Shit happens. Work, family responsibilities, broken equipment or vehicles, power outages, not taking a chance on iffy conditions, other shit. Shit!

And it’s not just that you (or I) aren’t committed, or committed enough to the lifestyle/sport. We rearrange our schedules the best we can, but, sometimes, we just hear about classic conditions after the fact. Sometimes we witness classic conditions but can’t, for any combination of the above or other reasons, participate.

That happens. I haven’t really  gotten over, or, at least, I still remember, painting a house on the bluff above Stone Steps, late in the afternoon, with the waves glassing-off, lining-up, and only a few surfers out. Yeah, I kept painting; felt I had to finish the project.

Still, those waves… they may not have been as great if I’d surfed them, but, in my memory, they were sooooo good.

WAIT. I’m adding this, just in, photo of Hydrosexual Stephen Davis (I was going to drop the hydrosexual part because of spam from sex-related, um, spammers, but Steve kind of likes the description/title) doing something besides surfing, work as part of the crew on a catamaran off the Big Island. OH, and he did the artwork for the t-shirt.

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Anyway, I am trying to do a bit of a pivot in my career, and I’ve actually started drawing things not surf-related. Here are some examples:

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What unites us as surfers is not our performance level; it’s more that we have suffered the frustration of getting caught inside, of missing or wiping-out early on a great wave, of watching someone else wail on a wave we could have been on, of hearing about or seeing wonderful surf we can’t get into, of driving a long way to get skunked. It’s sad and just wrong to get frustrated enough to unload verbally or physically on another surfer; particularly when, if there were no waves, this would be someone you’d be chatting with; a friend.

Even the best, longest ride is short compared to real life. What we really save is the memories. I’m sure we’d all rather have pleasant ones.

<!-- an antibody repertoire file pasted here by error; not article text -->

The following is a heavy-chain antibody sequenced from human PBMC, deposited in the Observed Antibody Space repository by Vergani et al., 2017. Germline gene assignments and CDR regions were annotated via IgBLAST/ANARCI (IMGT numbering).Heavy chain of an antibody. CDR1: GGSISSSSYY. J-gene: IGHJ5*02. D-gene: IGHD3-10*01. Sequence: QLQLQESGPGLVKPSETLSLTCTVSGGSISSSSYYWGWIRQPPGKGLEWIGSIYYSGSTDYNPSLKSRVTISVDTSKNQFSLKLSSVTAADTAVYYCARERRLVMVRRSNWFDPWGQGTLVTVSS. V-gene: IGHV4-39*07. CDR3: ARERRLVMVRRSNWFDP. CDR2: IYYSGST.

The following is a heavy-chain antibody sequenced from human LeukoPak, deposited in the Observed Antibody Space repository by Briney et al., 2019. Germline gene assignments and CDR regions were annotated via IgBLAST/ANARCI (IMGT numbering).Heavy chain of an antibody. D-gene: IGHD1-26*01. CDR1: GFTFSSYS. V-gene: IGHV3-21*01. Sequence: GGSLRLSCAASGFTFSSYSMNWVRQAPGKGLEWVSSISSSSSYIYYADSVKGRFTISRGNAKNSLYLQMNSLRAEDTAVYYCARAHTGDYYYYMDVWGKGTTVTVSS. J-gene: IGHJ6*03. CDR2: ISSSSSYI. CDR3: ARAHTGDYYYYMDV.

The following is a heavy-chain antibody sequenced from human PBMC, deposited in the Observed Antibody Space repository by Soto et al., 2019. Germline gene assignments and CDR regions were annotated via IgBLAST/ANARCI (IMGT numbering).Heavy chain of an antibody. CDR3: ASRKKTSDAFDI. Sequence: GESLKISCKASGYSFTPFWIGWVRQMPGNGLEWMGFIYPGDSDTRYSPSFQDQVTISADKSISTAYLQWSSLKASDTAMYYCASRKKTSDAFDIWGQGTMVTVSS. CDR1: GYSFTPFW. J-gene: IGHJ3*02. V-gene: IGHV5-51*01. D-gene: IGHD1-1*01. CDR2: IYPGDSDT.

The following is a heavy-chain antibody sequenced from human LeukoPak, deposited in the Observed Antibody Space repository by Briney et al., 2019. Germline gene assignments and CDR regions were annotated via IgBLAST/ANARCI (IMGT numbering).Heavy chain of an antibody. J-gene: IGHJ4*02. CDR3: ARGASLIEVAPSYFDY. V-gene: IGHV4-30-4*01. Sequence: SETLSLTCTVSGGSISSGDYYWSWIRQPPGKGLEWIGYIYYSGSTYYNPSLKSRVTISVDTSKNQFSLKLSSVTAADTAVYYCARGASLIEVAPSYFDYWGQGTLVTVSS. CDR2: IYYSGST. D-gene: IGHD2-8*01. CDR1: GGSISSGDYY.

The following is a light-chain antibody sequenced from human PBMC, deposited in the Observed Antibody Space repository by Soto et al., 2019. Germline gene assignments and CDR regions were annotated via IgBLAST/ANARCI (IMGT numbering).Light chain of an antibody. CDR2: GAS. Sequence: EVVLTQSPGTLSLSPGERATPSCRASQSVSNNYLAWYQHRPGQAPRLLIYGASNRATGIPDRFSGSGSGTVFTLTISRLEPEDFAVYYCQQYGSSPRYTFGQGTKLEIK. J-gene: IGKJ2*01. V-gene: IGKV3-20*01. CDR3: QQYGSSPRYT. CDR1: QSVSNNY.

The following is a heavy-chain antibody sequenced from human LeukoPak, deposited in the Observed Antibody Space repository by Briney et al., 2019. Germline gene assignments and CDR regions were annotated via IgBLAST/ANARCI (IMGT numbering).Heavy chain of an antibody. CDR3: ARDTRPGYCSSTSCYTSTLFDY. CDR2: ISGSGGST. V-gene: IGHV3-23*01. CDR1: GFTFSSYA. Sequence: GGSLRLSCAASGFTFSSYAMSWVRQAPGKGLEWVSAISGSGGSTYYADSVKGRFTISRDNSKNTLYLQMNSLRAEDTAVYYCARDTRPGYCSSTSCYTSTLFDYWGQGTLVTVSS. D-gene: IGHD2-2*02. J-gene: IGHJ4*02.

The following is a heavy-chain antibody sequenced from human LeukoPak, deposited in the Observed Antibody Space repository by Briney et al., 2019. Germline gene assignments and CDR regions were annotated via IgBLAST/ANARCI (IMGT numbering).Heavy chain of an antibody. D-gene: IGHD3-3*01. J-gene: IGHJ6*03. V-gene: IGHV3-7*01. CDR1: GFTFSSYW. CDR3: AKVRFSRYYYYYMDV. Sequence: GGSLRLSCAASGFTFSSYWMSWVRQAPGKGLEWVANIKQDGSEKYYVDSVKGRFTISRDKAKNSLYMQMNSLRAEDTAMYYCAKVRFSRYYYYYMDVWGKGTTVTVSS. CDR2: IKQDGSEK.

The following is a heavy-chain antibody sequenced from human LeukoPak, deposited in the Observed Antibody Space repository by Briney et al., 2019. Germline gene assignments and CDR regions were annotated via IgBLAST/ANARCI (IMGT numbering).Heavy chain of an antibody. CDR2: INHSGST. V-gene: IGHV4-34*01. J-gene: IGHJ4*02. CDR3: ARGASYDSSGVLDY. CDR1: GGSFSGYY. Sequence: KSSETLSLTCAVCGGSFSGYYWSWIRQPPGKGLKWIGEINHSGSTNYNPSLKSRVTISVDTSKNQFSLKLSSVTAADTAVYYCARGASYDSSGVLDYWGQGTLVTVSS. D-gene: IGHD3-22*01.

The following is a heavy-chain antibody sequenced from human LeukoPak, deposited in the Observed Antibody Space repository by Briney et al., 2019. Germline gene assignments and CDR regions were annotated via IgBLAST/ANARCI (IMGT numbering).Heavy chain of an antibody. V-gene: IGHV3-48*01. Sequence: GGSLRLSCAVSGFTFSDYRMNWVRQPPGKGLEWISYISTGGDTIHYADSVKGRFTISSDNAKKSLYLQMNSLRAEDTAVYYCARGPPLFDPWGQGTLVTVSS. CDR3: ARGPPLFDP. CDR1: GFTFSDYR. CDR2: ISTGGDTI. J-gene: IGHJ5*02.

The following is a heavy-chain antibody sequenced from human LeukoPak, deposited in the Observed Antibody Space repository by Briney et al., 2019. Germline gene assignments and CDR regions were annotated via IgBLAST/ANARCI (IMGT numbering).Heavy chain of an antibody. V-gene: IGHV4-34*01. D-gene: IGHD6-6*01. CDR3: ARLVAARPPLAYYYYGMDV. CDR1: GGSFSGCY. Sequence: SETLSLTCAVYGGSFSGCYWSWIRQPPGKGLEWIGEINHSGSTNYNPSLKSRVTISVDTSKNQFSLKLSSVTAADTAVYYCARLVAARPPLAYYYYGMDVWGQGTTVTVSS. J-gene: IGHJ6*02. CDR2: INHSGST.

And, no; all this peace talk isn’t because someone took offense with my wavehog ways. I mean, people have, not recently; it really relates to friends going off on other friends.  Friends. It’s sad. It’s fixable.

I am continuing to do a series of  landscape drawings, anxious to expand my scope. I currently have some illustrations at Helen Gunn’s gallery uptown Port Townsend, some at Tyler Meek’s  Disco Bay Outdoor Exchange in Discovery Bay, and, once Adam “Wipeout” James sees my HamaHama drawing… I mean, my friend Adam James… and, yeah, working on it. Committed. See you.

OKAY, here are the first of my Olympic Peninsula landscapes:

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Explaining the Current Header

I freely (mostly because it’s so obvious) that my computer skills are lacking; particularly in the graphics area. It least that’s where I’m particularly frustrated. I think of my sister, Melissa, often; most often when I’m trying to draw.

I can no longer call her up for feedback or opinion, I can’t ask her to draw something for my site; a plan I had for teaming-up on some children’s books is not going to happen.  My work, compared to hers, is scribbling, sketching.  It should be mentioned, also, that my writing gets over-detailed, over-complicated, possibly over-thought; not something that lends itself to children’s stories.

Yet, I do think of Melissa; I do call on her spirit, wherever that is, to assist me. A high percentage of the art, or whatever it is I produce (somewhere down the spectrum), is the image I’ve worked out in my mind; then it’s all scribbling; and (if the image in my mind is perfect) the work never quite is.

When I mentioned this all to my late sister’s husband, Jerome, he said; “Oh, so, like Melissa; you think every drawing has to be… has to be perfect?”

MELISSA horses w drawing

This is the uncropped version of Melissa’s montage. I tried, unsuccessfully, several times, to include as much of the pencil drawing as possible in the header. If I knew… yeah, if I knew how, I could have used the whole thing.

When I started surfing, my drawings were about surfing. When Melissa started drawing, her drawings were of horses. Somewhere she developed the ability to capture people; not just the image expertly rendered, but the emotion, some sense of story; perfectly.

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I’ll keep the header up for a while.  Here’s one of my drawings

Under the Brow

Somewhere between waking up a little later than I had planned, trying to get up the energy and necessary excitement level to drive to a job I have to (HAVE TO) get completed before Monday, that project twenty miles out on a (relatively) wilderness peninsula; somewhat after I stepped in cat barf (easily detected with bare feet), had to deal with the same cat’s (Snickerdoodle’s) latest incredibly, unbearably stinky crap (each installment demanding instant removal from the litter box and the house), made a pot of coffee for today’s thermos full, microwaved a cup of yesterday’s leftover, turned on the light in the art/breakfast nook, found the magazine and the photo I would use as reference, then…